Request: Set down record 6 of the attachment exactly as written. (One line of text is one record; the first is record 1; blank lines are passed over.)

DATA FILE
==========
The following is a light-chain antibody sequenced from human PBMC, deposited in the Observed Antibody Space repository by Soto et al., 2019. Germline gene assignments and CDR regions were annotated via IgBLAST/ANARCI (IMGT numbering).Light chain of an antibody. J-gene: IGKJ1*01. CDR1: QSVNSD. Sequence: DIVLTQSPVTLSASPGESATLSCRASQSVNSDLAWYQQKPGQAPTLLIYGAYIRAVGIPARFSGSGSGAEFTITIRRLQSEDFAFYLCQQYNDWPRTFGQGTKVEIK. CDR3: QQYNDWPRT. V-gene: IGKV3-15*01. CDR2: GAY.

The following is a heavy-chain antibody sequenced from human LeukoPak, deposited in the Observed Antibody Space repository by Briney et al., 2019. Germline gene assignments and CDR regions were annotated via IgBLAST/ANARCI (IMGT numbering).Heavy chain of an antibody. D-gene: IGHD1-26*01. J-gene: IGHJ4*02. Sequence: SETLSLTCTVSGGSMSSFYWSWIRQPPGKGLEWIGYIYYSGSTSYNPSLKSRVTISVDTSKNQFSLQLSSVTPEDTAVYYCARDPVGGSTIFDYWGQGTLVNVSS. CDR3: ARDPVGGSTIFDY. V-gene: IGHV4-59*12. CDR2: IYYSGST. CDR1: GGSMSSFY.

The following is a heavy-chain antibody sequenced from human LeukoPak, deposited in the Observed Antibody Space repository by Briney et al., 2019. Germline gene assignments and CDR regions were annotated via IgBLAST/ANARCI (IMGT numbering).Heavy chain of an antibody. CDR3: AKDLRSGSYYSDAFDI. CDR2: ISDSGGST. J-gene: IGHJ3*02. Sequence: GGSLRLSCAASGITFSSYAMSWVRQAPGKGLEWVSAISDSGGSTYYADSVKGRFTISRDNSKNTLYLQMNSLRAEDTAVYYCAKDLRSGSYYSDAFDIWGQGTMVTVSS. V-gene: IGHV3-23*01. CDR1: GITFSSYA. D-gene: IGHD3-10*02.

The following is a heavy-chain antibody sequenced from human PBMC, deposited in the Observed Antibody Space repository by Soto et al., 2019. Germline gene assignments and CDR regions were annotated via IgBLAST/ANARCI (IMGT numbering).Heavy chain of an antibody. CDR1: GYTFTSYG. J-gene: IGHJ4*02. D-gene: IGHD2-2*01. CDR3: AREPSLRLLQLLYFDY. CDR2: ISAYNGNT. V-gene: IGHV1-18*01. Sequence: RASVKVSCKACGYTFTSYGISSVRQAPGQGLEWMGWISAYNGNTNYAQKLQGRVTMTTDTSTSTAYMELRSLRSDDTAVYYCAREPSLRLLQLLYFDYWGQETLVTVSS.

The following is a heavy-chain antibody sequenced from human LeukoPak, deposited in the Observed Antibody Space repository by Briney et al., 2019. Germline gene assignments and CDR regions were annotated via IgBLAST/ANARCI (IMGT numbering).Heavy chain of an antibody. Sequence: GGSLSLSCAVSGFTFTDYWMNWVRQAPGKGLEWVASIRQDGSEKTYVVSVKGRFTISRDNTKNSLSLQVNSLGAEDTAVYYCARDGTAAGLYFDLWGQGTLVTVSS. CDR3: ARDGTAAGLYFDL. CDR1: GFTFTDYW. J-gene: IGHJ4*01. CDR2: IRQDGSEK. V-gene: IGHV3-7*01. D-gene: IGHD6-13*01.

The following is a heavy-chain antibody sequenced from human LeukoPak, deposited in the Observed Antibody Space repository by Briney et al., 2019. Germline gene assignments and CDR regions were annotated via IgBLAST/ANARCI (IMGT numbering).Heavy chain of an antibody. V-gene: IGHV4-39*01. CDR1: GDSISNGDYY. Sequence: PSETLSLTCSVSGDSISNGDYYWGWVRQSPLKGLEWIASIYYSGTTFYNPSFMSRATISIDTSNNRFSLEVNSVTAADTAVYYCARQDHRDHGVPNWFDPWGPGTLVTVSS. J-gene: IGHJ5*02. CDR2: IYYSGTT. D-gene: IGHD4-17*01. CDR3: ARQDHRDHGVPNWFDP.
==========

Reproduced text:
The following is a heavy-chain antibody sequenced from human LeukoPak, deposited in the Observed Antibody Space repository by Briney et al., 2019. Germline gene assignments and CDR regions were annotated via IgBLAST/ANARCI (IMGT numbering).Heavy chain of an antibody. V-gene: IGHV4-39*01. CDR1: GDSISNGDYY. Sequence: PSETLSLTCSVSGDSISNGDYYWGWVRQSPLKGLEWIASIYYSGTTFYNPSFMSRATISIDTSNNRFSLEVNSVTAADTAVYYCARQDHRDHGVPNWFDPWGPGTLVTVSS. J-gene: IGHJ5*02. CDR2: IYYSGTT. D-gene: IGHD4-17*01. CDR3: ARQDHRDHGVPNWFDP.